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Codecov

Decision at Codecov about Jest, vuex, Python, Vue.js

Avatar of hootener
CTO at Codecov
JestJest
vuexvuex
PythonPython
Vue.jsVue.js

We chose Vue.js at Codecov to replace a front end that was based mostly on server side rendered Python templates, and was getting fairly long in the tooth. The move to Vue.js allowed us to take a more component driven approach to our front end, providing greater flexibility and reuse when creating new pages and refactoring old ones. Another bonus was how easily we could integrate Axios with VueJS for making AJAX calls within Vue.js components and their associated vuex stores. We were also able to easily integrate Vue.js with the Jest testing framework, which allowed to provide test coverage for a front end where none previously existed.

The move to Vue.js has allowed us to be more agile in our front end development by further decoupling our front end from our back end. Additionally, by fully embracing a component-driven approach, we're able to more easily isolate and test functionality, leading to a more readible, maintainable, and extensible front end codebase.

10 upvotes3.4K views

Decision at Codecov about Visual Studio Code, Vue.js, CoffeeScript, JavaScript, TypeScript

Avatar of hootener
CTO at Codecov
Visual Studio CodeVisual Studio Code
Vue.jsVue.js
CoffeeScriptCoffeeScript
JavaScriptJavaScript
TypeScriptTypeScript

We chose TypeScript at Codecov when undergoing a recent rewrite of a legacy front end. Our previous front end was a mishmash of vanilla JavaScript and CoffeeScript , and was expanded upon haphazardly as the need arose. Without a unifying set of paradigms and patterns, the CoffeeScript and JavaScript setup was proving hard to maintain and expand upon by an engineering team. During a move to Vue.js , we decided to also make the move to TypeScript. Integrating TypeScript and Vue.js is fairly well understood at this point, so the setup wasn't all that difficult, and we felt that the benefits of incorporating TypeScript would outweigh the required time to set it up and get our engineering team up to speed.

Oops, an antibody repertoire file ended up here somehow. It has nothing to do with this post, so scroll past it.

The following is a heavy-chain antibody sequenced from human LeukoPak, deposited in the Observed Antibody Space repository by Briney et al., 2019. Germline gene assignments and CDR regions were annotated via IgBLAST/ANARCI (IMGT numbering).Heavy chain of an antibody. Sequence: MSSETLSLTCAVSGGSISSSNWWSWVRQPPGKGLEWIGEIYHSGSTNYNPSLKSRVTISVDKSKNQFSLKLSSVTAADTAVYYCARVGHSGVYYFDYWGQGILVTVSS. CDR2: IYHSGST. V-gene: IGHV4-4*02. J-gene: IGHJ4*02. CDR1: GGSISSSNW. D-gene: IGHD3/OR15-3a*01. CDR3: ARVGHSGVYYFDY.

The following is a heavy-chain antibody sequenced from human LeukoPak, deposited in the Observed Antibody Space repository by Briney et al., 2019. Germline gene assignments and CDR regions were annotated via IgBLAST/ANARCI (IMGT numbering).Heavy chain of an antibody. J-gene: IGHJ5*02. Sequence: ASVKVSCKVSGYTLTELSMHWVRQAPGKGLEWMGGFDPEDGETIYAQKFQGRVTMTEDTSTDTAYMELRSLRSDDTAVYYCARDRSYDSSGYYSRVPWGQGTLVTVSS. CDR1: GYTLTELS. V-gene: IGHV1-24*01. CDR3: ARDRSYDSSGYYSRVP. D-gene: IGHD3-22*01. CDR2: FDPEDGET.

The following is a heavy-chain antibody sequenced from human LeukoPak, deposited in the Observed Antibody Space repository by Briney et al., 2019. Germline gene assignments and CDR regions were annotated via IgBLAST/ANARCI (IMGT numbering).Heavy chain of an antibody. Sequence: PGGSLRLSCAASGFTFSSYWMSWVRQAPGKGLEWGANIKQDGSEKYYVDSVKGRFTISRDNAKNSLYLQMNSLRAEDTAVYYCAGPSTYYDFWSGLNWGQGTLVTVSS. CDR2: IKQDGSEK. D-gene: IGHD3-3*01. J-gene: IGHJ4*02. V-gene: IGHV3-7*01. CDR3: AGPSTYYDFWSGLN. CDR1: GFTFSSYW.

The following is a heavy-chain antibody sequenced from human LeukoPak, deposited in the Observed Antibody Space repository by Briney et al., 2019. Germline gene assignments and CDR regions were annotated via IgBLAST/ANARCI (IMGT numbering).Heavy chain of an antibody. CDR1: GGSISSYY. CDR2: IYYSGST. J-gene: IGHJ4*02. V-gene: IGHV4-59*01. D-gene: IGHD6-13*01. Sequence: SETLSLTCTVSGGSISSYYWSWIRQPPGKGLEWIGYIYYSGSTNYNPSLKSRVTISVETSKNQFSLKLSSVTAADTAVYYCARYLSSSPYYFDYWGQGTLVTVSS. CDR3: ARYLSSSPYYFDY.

Choosing to add TypeScript has given us one more layer to rely on to help enforce code quality, good standards, and best practices within our engineering organization. One of the biggest benefits for us as an engineering team has been how well our IDEs and editors (e.g., Visual Studio Code ) integrate with and understand TypeScript . This allows developers to catch many more errors at development time instead of relying on run time. The end result is safer (from a type perspective) code and a more efficient coding experience that helps to catch and remove errors with less developer effort.

9 upvotes21.4K views

Decision at Codecov about Redis, Celery, Python

Avatar of hootener
CTO at Codecov
RedisRedis
CeleryCelery
PythonPython

A major aspect of Codecov is the use of long running asynchronous tasks to process large amounts of test coverage data uploaded by our users. Being a Python stack, Celery felt like a natural fit to manage codecov's long running tasks. We rely on Celery to manage all our background queues and asyncronous scheduling. Celery enables us to set timeouts for different tasks which has been instrumental in maintaining our queue in production. Celery also interfaces easily with Redis as a backend store, which allowed it to slot neatly into our existing infrastructure.

4 upvotes895 views